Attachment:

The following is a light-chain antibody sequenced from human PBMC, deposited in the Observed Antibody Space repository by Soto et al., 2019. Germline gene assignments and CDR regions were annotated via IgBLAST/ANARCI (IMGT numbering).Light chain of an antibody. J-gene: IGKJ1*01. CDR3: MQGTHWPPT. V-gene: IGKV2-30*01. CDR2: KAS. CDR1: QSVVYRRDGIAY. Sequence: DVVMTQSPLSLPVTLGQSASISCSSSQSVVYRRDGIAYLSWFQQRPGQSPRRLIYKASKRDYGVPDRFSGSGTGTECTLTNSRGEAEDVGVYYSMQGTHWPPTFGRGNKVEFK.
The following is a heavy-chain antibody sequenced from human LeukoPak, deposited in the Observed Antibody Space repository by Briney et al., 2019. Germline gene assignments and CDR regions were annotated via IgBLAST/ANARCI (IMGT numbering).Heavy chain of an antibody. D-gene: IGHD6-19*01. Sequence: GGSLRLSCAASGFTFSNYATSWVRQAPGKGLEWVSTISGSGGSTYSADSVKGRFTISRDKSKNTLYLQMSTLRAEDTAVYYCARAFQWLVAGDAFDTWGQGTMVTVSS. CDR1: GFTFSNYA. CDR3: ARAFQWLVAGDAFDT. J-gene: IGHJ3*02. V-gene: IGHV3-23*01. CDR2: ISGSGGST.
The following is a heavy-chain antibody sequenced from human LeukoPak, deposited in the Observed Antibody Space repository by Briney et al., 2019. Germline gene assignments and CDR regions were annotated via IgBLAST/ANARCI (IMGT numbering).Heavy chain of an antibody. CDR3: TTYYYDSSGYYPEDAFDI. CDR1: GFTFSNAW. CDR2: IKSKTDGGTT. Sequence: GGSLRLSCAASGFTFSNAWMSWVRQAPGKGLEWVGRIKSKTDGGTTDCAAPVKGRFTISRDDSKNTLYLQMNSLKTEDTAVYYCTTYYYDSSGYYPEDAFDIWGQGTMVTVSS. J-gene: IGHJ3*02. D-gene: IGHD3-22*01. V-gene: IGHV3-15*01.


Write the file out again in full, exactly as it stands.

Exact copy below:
The following is a light-chain antibody sequenced from human PBMC, deposited in the Observed Antibody Space repository by Soto et al., 2019. Germline gene assignments and CDR regions were annotated via IgBLAST/ANARCI (IMGT numbering).Light chain of an antibody. J-gene: IGKJ1*01. CDR3: MQGTHWPPT. V-gene: IGKV2-30*01. CDR2: KAS. CDR1: QSVVYRRDGIAY. Sequence: DVVMTQSPLSLPVTLGQSASISCSSSQSVVYRRDGIAYLSWFQQRPGQSPRRLIYKASKRDYGVPDRFSGSGTGTECTLTNSRGEAEDVGVYYSMQGTHWPPTFGRGNKVEFK.
The following is a heavy-chain antibody sequenced from human LeukoPak, deposited in the Observed Antibody Space repository by Briney et al., 2019. Germline gene assignments and CDR regions were annotated via IgBLAST/ANARCI (IMGT numbering).Heavy chain of an antibody. D-gene: IGHD6-19*01. Sequence: GGSLRLSCAASGFTFSNYATSWVRQAPGKGLEWVSTISGSGGSTYSADSVKGRFTISRDKSKNTLYLQMSTLRAEDTAVYYCARAFQWLVAGDAFDTWGQGTMVTVSS. CDR1: GFTFSNYA. CDR3: ARAFQWLVAGDAFDT. J-gene: IGHJ3*02. V-gene: IGHV3-23*01. CDR2: ISGSGGST.
The following is a heavy-chain antibody sequenced from human LeukoPak, deposited in the Observed Antibody Space repository by Briney et al., 2019. Germline gene assignments and CDR regions were annotated via IgBLAST/ANARCI (IMGT numbering).Heavy chain of an antibody. CDR3: TTYYYDSSGYYPEDAFDI. CDR1: GFTFSNAW. CDR2: IKSKTDGGTT. Sequence: GGSLRLSCAASGFTFSNAWMSWVRQAPGKGLEWVGRIKSKTDGGTTDCAAPVKGRFTISRDDSKNTLYLQMNSLKTEDTAVYYCTTYYYDSSGYYPEDAFDIWGQGTMVTVSS. J-gene: IGHJ3*02. D-gene: IGHD3-22*01. V-gene: IGHV3-15*01.